Peak Fasting

Do you battle with excess weight? Are you showing signs of insulin and leptin resistance? Is your fasting blood sugar above 100? If your answer is ‘yes’ to one or more of these questions, you may want to reconsider not only what you eat but also when you eat.

One lifestyle factor that seems to be driving obesity as well as many other chronic diseases is not only that we eat too much but also the fact that we eat too frequently.

Research reveals that many people eat all day long, we call that grazing. Most also consume a majority of their daily calories late in the evening, and this type of eating habits almost guarantees weight gain and metabolic dysfunction.

The reason so many people struggle with their weight (aside from eating a diet rich in processed foods and sugars) is because they rarely, if ever, skip a meal.

As a consequence, their bodies have adapted to burning sugar as primary energy source, which down-regulates enzymes that are responsible for utilising and burning stored fat. Furthermore, from an evolutionary perspective, our ancestors didn't have 24/7 access to food, and biologically our body basically isn't designed to run optimally when fed continuously.

Biological Repair and Rejuvenation Happens Whilst Fasting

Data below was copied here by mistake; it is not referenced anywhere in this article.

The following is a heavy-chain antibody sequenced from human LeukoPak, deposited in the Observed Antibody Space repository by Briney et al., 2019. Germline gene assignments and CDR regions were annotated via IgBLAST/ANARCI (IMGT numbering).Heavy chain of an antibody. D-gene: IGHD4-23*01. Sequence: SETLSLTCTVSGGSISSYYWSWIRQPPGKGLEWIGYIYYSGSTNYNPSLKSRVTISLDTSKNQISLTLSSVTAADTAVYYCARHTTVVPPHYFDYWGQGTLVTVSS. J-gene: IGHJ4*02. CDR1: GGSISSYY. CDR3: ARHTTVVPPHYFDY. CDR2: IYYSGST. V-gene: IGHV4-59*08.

We know from research that many biological repair and rejuvenation mechanisms operate when there's an absence of food, and this is another reason why all-day grazing trigger sickness. The body never has the time to get rid of the garbage and regenerate.

When you go fast for a period of time, the resulting metabolic changes stimulate a natural cleansing process known as autophagy (or mitophagy in the case of mitochondrial autophagy), in which the body detoxifies and rids itself of damaged cells.

When we are in constant "grazing” mode, the body does not benefit from any of these processes. That is not to say, though, that you need to (or should) starve yourself for extended periods of time.

Simply cycling between periods of eating and fasting on a daily or weekly timetable has been shown to provide many of the same benefits as complete fasting, where food is avoided for several days.

The Benefits of Intermittent Fasting

Intermittent fasting is a term that covers many different meal timetables. As a rule of thumb, it involves cutting calories completely or partially, either a couple of days a week, every other day, or even daily, which is my own personal preference.

Intermittent fasting is becoming increasingly popular, justifiably because it works. And it works whether you're trying to lose weight or simply improve your biomarkers for optimal health.

The reason why intermittent fasting is so effective for weight loss compared to other calorie-cutting diets which have a high failure rate has to do with the fact that the body converts food into glycogen — a form of energy that it can store for later use. The body then stores away that glycogen in both fat cells and in the liver. If you're eating all day, the stores of glycogen in the liver are never depleted.

On the other hand, after about 12 hours without food the liver runs out of glycogen, at which point the body starts drawing energy from the glycogen stored in the fat cells.

In a nutshell, our body was designed to:

 

a) run on fat as its primary fuel, and

b) cycle through periods of feast and famine. Today, most people do the complete opposite. They graze on sugar and net carbs (total carbs minus fibber), which is virtually identical to sugar metabolically, all day long.